In “Four Lies,” you tell the story of teenage cousins, three years apart, who are in love and seem to be trying to escape the reality of their home and family life. You divulge only a few select details about their realities, and I’m wondering how you decided which details to include—that the older cousin had lost his mother, for example, or the glass bottles the narrator’s father presumably throws at them in the tree house. How are these particular details essential to the plot and character development in your story?
I have a lot of faith in my reader, in her imaginative power. You might even say I tend to see a tiny story like this one as a collaborative act—a miniature world the two of us are building together. We’re co-authors.
Did you ever have a writing teacher tell you, “Show, don’t tell?” In the case of this story, I’m pushing back against that advice—not really trying to show or tell much at all, but simply making suggestions. And then I trust the reader to use those suggestions to people that world we’re building together … to fill it with color and light and shadow and sound, backstory and motivation.
If it works, then she fills the empty space with her own experiences: her own ill-fated teenaged romance and all the angst that came with it; her suffocating family dynamics; perhaps her terrifying brush with a half-cocked uncle who drank too much and strayed continuously close to chaos. My hope is that the details presented here are the suggestions needed for her to do the hard work of believing that this story could happen … and then she makes it happen, if only in her own imagination.
I appreciate your story’s structure—the sectioning off of the piece into four vignettes, each representing one of the four titular lies told and lived. How did the form for this piece come about?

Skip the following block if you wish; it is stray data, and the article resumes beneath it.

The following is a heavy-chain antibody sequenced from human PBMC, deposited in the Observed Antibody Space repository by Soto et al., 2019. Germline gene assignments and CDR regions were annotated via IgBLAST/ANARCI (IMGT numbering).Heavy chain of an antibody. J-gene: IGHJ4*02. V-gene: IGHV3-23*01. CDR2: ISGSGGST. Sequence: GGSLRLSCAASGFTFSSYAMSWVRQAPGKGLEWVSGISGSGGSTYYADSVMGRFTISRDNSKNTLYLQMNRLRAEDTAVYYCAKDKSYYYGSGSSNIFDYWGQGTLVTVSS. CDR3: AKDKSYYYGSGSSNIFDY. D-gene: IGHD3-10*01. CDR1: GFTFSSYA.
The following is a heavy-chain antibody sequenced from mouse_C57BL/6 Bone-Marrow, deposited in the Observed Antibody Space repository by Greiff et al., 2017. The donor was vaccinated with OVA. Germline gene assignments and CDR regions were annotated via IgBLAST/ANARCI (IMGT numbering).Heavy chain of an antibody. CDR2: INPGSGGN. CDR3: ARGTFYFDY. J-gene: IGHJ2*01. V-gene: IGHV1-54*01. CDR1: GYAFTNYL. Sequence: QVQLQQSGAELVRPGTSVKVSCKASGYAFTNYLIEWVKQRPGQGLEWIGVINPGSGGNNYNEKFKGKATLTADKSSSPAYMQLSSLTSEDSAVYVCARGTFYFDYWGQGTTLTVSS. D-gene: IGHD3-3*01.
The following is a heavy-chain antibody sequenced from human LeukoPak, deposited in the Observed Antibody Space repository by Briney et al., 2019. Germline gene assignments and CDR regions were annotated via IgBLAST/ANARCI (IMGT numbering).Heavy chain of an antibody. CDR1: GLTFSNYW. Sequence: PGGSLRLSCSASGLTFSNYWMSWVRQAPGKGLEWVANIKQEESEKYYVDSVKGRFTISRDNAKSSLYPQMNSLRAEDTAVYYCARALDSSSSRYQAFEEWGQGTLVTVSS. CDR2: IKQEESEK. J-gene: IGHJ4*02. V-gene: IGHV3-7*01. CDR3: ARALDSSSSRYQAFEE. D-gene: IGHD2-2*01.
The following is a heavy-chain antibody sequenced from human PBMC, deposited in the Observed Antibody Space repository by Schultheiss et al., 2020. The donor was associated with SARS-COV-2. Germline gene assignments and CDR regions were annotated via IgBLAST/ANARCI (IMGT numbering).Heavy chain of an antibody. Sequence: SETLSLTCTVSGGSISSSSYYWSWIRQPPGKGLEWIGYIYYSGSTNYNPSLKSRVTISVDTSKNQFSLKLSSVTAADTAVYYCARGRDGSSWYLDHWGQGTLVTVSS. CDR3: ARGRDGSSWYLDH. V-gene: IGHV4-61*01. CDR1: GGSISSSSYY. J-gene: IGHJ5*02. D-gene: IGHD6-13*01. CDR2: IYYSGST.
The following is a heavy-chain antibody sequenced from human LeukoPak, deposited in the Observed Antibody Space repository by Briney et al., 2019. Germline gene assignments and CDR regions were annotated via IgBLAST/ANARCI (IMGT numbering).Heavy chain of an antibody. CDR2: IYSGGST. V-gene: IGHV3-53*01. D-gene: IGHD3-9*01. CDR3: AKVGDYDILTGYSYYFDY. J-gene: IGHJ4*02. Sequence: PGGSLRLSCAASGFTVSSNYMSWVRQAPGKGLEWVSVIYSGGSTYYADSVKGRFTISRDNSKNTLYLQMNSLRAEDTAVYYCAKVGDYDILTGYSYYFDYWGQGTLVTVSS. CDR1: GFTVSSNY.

I’m a sucker for long shots, tall orders and hard-to-swallow premises. So, when I thought about the challenge of distilling a years-long seduction into a few sharp, clear moments of deliberate self-deceit …. Well, let’s just say I couldn’t stop thinking about it.
It’s interesting character development to have the three-years-younger cousin be the one who is hesitant and less sure of the relationship, the one who, at the end of the story, is fifteen and seems to see past the current moment and understands the impossibility of their particular love in a way the college-bound cousin apparently does not. What is the significance of her reticence, and why did you choose to tell the story from her perspective rather than his?
I wanted a certain sense of thrill mixed with foreboding to ratchet up continually here, from the first sentence to the last, so it made sense to focus on a character who’s experiencing both that thrill and that fear, scene after scene. I don’t think her counterpart experiences much fear at all—he’s confident, maybe dangerously so. That kind of confidence is (very) attractive, but it doesn’t produce much narrative tension. It doesn’t live in tension at all.
Which writers who have influenced your work can you see reflected in this story? Or, perhaps, whose work might you be responding to in some way?
I’m not sure if I can say whether this story intended to respond to any one author in particular. What I can say is that its structure and size were a reaction against my own bad habit of letting stories get away from me … letting them get big and unwieldy and overgrown. This was a deliberate attempt on my part to take a machete to the underbrush, to hack a big story into a little space, making every scene count.
If you had to select the book that would be required reading/listening for every adult in the United States for the month of July 2020, what would it be?
That’s an easy one: Toni Morrison’s Beloved. I first encountered this one in college—at a time in my life when I was just beginning to ask myself why the racial tensions in America still felt so tense, and why our country’s history of slavery still felt so alive, so threatening. Beloved demanded that I actually attempt to answer those questions … and then it demanded that I ask myself where I fit into the answers. The book wrecked me on that first read, and it continues to disrupt me each time I return. I can think few books more appropriate for our current cultural moment.